Friday, October 31, 2008

Cartoon Pick of the Week

Bloghorn spotted this great work this week ...

One: Nick Newman in the Spectator on Ross and Brand

Two: Christian Adams in the Telegraph: Peter Mandelson - three strikes ...

Three: Royston Robertson in Reader's Digest: No man is an island

Week ending 31st October 2008

The PCO: British cartoon talent

Thursday, October 30, 2008

The cartoonist and the rebounding, rubber artwork

PCOer Chris Burke sends a visual report on the phenomenon of rubber, or, rebounding artwork.

Clients always want artwork as soon as possible but, strangely, there is always time for it to come back for changes.
We offer here an example of Chris's work with before and after images showing the changes requested in a complex piece of caricaturing he did recently. First, here is the original and approved piece of art.

Secondly, the unexpected changes which were subsequently requested - in this case, it was a question of different people being asked for. We've marked them here to help.

And at last, the final version.

It is hard work being a professional cartoonist.

The PCO: Great British cartoon talent

Wednesday, October 29, 2008

Cartoon exhibitions: Giles and more

Giles: One of the Family is at the Cartoon Museum in London from November 5 until February 8, 2009. Click image to enlarge

Whenever there is a show dedicated to a big name in the world of painting, such as Monet or Rothko, the media describes it as a "blockbuster exhibition". Well, this must be the equivalent in the cartooning world, as it features one of the giants of the artform: Carl Giles (1916-1995).

The exhibition of more than 80 works includes wonderful colour covers as well as drawings never reproduced in the annuals. His studio is recreated complete with desk, drawing board and reference material. Also revealed are less familiar aspects of his career including his time as an animator, his propaganda work for the Ministry of Information and his work as cartooning war correspondent.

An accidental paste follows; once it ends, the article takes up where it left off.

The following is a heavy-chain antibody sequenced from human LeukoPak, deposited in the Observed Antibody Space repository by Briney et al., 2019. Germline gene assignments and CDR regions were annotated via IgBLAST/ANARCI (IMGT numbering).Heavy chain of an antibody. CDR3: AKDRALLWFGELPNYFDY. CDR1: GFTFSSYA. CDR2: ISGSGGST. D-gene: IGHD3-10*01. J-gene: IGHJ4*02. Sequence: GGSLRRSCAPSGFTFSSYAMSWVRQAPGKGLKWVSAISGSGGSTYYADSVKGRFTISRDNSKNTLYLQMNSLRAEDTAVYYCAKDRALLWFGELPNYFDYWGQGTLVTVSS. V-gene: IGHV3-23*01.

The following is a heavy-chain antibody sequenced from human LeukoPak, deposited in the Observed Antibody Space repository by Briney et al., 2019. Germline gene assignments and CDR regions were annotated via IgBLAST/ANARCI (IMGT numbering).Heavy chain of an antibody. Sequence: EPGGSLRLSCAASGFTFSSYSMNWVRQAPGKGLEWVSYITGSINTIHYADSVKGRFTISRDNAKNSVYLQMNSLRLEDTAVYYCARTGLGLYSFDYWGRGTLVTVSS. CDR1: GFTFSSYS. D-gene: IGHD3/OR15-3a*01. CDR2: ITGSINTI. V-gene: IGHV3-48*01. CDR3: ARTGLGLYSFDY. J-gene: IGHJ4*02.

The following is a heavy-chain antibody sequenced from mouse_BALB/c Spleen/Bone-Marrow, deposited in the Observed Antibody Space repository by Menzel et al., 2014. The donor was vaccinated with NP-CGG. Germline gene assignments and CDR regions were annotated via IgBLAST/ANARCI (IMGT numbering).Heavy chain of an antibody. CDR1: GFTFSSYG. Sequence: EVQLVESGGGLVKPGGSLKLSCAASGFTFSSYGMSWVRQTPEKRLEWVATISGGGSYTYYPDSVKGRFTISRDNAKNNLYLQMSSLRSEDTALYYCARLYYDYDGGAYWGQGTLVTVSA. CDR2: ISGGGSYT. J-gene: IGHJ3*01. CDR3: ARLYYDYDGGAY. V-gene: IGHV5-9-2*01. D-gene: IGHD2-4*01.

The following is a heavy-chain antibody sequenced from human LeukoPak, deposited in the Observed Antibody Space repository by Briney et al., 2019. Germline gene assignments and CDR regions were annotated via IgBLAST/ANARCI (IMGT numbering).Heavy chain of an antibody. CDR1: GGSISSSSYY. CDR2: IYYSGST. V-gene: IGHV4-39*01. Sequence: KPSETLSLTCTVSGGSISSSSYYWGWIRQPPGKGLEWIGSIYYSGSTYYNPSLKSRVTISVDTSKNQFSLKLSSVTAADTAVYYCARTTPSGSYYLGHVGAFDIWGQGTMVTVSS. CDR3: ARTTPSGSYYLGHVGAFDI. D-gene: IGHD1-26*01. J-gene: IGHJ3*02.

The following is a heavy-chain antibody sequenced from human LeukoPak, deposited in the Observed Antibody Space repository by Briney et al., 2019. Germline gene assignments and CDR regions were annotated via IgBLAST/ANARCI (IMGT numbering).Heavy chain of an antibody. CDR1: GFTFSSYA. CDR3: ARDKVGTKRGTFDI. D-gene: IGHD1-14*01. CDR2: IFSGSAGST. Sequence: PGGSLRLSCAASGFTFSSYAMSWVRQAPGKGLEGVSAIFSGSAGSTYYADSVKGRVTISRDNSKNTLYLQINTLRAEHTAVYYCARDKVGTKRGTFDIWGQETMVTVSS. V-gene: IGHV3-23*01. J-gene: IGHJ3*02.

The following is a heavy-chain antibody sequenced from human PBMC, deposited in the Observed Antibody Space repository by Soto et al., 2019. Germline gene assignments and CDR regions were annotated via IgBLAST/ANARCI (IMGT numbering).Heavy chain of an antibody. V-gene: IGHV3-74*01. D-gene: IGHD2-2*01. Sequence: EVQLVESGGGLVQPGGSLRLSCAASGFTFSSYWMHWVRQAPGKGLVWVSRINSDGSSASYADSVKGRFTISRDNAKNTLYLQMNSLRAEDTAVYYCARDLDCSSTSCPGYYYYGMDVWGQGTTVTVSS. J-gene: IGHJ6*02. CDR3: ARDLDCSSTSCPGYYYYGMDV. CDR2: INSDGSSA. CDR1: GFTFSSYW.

The Cartoon Museum, Little Russell Street, London, is open: Tues-Sat, 10.30am-5.30pm and Sun 12pm-5.30pm. Admission: Adults £4, Concessions £3, Free to Under 18s and students.

Here are two must-see cartoon exhibitions which are currently running:

Steve Bell's Drawing Politics and Other Animals is a free exhibition at the Lightbox, in Woking. Re-live the political scandals of the 1980s and 1990s through the drawings and original artwork of Britain's most renowned political cartoonist.

Cartoons and Coronets: The Genius of Osbert Lancaster is at the Wallace Collection in West London. This free exhibition, which marks the centenary of Lancaster's birth, celebrates his astonishing range as an artist and as a chronicler of style and fashion.

The PCO: Great British cartoon talent

Tuesday, October 28, 2008

A cartoonist's farewell to Dubya

Whoever wins the US election, he is probably unlikely to be as much of a gift to cartoonists as the guy who is currently putting his feet up in the Oval Office.

US editorial cartoonist Mike Luckovich tells us "What I'll Miss About George W."

The PCO: Great British cartoon talent

Monday, October 27, 2008

Cartoon books coming out

The clocks have fallen back, and subsequently the nights are drawing in, so as we race towards Christmas publishers are putting out books on cartooning. Here's a selection of recent example that may be filling stockings come December.

First up is The History of the Beano: The Story so Far, a comprehensive round-up of the iconic DC Thompson comic from the last 70 years, here reviewed by the Daily Record and by Danny Baker in The Times. This book also ties in with the recent exhibitions in Dundee and the Cartoon Museum in London.